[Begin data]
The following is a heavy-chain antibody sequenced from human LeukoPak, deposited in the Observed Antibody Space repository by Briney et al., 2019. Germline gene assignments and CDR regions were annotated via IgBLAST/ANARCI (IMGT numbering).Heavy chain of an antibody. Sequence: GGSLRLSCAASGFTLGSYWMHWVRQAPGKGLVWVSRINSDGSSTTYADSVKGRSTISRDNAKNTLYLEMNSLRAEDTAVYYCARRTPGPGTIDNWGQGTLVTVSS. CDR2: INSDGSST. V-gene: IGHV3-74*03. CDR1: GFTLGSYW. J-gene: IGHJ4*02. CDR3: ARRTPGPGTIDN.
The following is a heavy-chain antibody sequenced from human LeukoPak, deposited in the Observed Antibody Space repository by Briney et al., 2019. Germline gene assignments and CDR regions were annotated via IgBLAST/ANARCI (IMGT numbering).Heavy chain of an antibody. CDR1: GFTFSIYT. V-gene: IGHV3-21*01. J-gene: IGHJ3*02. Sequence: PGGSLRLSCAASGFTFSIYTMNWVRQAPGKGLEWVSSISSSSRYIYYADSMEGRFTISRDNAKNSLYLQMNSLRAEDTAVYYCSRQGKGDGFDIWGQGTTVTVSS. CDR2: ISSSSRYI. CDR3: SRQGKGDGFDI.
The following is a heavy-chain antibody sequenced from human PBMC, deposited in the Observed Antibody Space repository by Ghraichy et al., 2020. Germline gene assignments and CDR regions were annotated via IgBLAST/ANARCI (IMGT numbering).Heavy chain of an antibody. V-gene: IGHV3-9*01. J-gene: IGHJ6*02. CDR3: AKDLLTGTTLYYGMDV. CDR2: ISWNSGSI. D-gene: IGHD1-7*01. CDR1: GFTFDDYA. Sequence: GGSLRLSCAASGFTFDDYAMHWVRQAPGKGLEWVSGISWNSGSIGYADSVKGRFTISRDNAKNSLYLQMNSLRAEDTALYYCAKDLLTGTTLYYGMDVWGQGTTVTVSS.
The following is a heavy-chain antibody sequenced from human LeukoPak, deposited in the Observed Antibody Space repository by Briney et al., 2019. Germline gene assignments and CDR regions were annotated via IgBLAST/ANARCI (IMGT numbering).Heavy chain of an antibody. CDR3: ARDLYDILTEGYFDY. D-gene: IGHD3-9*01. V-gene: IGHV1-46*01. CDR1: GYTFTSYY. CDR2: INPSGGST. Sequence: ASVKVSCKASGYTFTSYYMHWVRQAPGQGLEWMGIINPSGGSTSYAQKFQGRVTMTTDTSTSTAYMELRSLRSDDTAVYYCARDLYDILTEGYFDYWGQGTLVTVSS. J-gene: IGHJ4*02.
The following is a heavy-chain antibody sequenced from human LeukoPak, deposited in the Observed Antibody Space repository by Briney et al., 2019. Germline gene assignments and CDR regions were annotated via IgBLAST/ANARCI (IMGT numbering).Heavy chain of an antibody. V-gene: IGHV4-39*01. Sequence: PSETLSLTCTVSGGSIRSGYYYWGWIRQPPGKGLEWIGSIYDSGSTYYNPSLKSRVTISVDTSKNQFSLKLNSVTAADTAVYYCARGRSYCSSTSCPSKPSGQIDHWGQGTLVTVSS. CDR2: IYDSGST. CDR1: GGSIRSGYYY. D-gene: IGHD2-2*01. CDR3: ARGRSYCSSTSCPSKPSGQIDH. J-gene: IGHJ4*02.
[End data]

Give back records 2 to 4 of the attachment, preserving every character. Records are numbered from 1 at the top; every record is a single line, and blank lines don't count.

The following is a heavy-chain antibody sequenced from human LeukoPak, deposited in the Observed Antibody Space repository by Briney et al., 2019. Germline gene assignments and CDR regions were annotated via IgBLAST/ANARCI (IMGT numbering).Heavy chain of an antibody. CDR1: GFTFSIYT. V-gene: IGHV3-21*01. J-gene: IGHJ3*02. Sequence: PGGSLRLSCAASGFTFSIYTMNWVRQAPGKGLEWVSSISSSSRYIYYADSMEGRFTISRDNAKNSLYLQMNSLRAEDTAVYYCSRQGKGDGFDIWGQGTTVTVSS. CDR2: ISSSSRYI. CDR3: SRQGKGDGFDI.
The following is a heavy-chain antibody sequenced from human PBMC, deposited in the Observed Antibody Space repository by Ghraichy et al., 2020. Germline gene assignments and CDR regions were annotated via IgBLAST/ANARCI (IMGT numbering).Heavy chain of an antibody. V-gene: IGHV3-9*01. J-gene: IGHJ6*02. CDR3: AKDLLTGTTLYYGMDV. CDR2: ISWNSGSI. D-gene: IGHD1-7*01. CDR1: GFTFDDYA. Sequence: GGSLRLSCAASGFTFDDYAMHWVRQAPGKGLEWVSGISWNSGSIGYADSVKGRFTISRDNAKNSLYLQMNSLRAEDTALYYCAKDLLTGTTLYYGMDVWGQGTTVTVSS.
The following is a heavy-chain antibody sequenced from human LeukoPak, deposited in the Observed Antibody Space repository by Briney et al., 2019. Germline gene assignments and CDR regions were annotated via IgBLAST/ANARCI (IMGT numbering).Heavy chain of an antibody. CDR3: ARDLYDILTEGYFDY. D-gene: IGHD3-9*01. V-gene: IGHV1-46*01. CDR1: GYTFTSYY. CDR2: INPSGGST. Sequence: ASVKVSCKASGYTFTSYYMHWVRQAPGQGLEWMGIINPSGGSTSYAQKFQGRVTMTTDTSTSTAYMELRSLRSDDTAVYYCARDLYDILTEGYFDYWGQGTLVTVSS. J-gene: IGHJ4*02.